Schumacher returns for a legacy or misery

Adrian Musolino Columnist

By Adrian Musolino, Adrian Musolino is a Roar Expert

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    Michael Schumacher, from Germany celebrating at the end of the karting event charity race International Challenge of the Stars. AP Photo/ Nabor Goulart

    Michael Schumacher, from Germany celebrating at the end of the karting event charity race International Challenge of the Stars. AP Photo/ Nabor Goulart

    He’s back! Seven-time Formula 1 world champion Michael Schumacher will return to the sport in 2010 with Mercedes, the team that, as Brawn GP, won both world titles in 2009.

    Remarkably, the German will be 41 years-old when he lines up in Bahrain for the season opener in March, and he’s eying an eighth world title to confirm his greatness.

    “Our aim can only be to fight for the championship,” he said, bluntly, in the press release.

    Speculation has been growing for months of an imminent return to the sport he left as a driver in 2006, after his planned comeback to replace the injured Felipe Massa at Ferrari this season fell through due to a neck injury.

    Now, with Mercedes returning to the sport as a full manufacturer having taken over the Brawn GP outfit, Schumacher will be reunited with the German manufacturer and Ross Brawn, the mastermind behind each one of his seven world titles, at Benetton and Ferrari.

    Returning with Mercedes and not Ferrari may surprise many, but there is unfinished business for both parties.

    As a Mercedes development driver in his formative years, he was snapped from Mercedes’ grasp when they stagnated on their Formula 1 commitment and he shone with Benetton.

    Schumacher was a bane for Mercedes as he conquered the 2000s with Ferrari, overcoming the challenge of Mika Hakkinen and McLaren Mercedes, beginning his five-year reign in 2000 against the Finn, who was his greatest rival.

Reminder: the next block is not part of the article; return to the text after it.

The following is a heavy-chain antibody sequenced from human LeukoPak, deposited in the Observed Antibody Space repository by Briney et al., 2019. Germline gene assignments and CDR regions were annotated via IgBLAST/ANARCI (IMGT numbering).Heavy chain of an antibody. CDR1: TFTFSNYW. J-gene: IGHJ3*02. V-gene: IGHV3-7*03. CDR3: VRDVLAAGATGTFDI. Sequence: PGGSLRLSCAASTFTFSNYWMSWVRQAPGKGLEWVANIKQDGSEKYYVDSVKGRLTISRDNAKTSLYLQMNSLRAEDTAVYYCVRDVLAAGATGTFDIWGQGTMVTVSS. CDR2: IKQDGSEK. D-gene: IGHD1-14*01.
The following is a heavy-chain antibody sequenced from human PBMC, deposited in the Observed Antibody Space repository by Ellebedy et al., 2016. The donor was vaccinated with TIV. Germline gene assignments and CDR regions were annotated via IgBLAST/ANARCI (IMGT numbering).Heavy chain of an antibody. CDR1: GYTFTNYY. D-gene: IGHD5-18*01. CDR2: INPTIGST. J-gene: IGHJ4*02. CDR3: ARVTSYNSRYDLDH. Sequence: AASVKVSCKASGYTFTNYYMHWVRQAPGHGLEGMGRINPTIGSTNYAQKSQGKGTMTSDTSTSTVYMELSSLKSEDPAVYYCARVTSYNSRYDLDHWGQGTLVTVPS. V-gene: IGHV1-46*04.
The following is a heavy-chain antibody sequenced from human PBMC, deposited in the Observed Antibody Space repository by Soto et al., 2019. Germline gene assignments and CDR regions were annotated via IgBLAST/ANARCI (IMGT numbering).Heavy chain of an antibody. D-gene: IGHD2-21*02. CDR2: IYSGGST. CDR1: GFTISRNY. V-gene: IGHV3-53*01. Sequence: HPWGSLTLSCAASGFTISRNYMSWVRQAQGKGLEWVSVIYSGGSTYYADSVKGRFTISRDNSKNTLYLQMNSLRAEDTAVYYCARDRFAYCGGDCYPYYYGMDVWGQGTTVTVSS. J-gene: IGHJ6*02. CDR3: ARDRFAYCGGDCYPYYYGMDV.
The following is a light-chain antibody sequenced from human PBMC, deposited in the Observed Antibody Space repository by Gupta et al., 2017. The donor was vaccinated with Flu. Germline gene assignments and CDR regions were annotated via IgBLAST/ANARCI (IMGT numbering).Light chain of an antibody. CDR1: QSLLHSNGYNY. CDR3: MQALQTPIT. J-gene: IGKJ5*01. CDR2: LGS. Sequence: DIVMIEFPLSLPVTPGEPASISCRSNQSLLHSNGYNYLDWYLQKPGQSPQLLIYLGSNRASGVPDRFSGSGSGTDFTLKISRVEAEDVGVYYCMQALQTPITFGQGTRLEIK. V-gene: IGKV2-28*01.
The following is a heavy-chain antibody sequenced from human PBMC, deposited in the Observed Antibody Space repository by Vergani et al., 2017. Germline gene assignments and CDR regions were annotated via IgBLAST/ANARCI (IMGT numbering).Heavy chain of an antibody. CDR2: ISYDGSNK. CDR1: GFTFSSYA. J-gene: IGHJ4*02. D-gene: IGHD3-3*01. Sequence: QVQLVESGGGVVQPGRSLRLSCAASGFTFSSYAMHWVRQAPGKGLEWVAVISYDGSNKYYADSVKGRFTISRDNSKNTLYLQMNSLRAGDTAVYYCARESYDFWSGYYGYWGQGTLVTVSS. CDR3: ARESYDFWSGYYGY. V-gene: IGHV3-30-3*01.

The irony of a German driver battling against Germany’s premier manufacturer was not lost in the mother country, and there will be great pleasure in the Stuttgart headquarters of Mercedes at having finally secured the greatest German sportsman, separating him from Ferrari.

    Can they win the world title together?

    He will be racing for the team that guided Jenson Button to the title, and while many question his age, let’s not forget how comprehensively he ruled F1, with Ross Brawn, and how he set the bar so high for fitness and commitment.

    Much will depend on the competitiveness of the Mercedes-Brawn package: whether their 2009 championship fight impeded their development of this year’s car and how quickly Brawn can be assimilated with Mercedes as an owner.

    With F1 having been robbed of depth in the midpack with the withdrawal of BMW and Toyota, Schumacher and Mercedes should be in the leading pack with Ferrari, McLaren and Mark Webber’s Red Bull team.

    The prospects of an eight-world title for the Schu remain to be seen.

    But the question fans worldwide will be asking at present is why he is returning to a sport with an inherent danger at his age; racing against competitors he is old enough to father.

    He is astronomically wealthy, and it’s unlikely the family man would’ve lost that fortune through excess. He owns the most important records in the sport already: most championships, wins, pole positions, points, podiums, fastest laps, and on it goes.

    Legends often worry about legacies, but Schumacher’s, in the cold hard light of retrospection remains tarnished by his on track misdemeanours, of which there are too many to list here, that spilt over from his incessant quest to dominate.

    Perhaps he knows that, and he is seeking the eight-world title to try and correct that legacy.

    If he does win the world title, defeating the new guard of Fernando Alonso, Lewis Hamilton, Sebastian Vettel and Jenson Button, there will be no denying his greatness.

    On the flipside, if Mercedes isn’t competitive, how will he cope with being at the tail-end of the midpack? Remember this is a driver who was never far from the podium, even when Ferrari stumbled in his final two seasons. How will he rationalise his comeback if he cannot compete for wins?

    Perhaps, some say, he will be content in just racing.

    Schumacher was often seen mingling on the Ferrari pit wall at the races he attended in his retirement, and he attempted to quench his thirst for speed by racing Superbikes, principally in the German championship.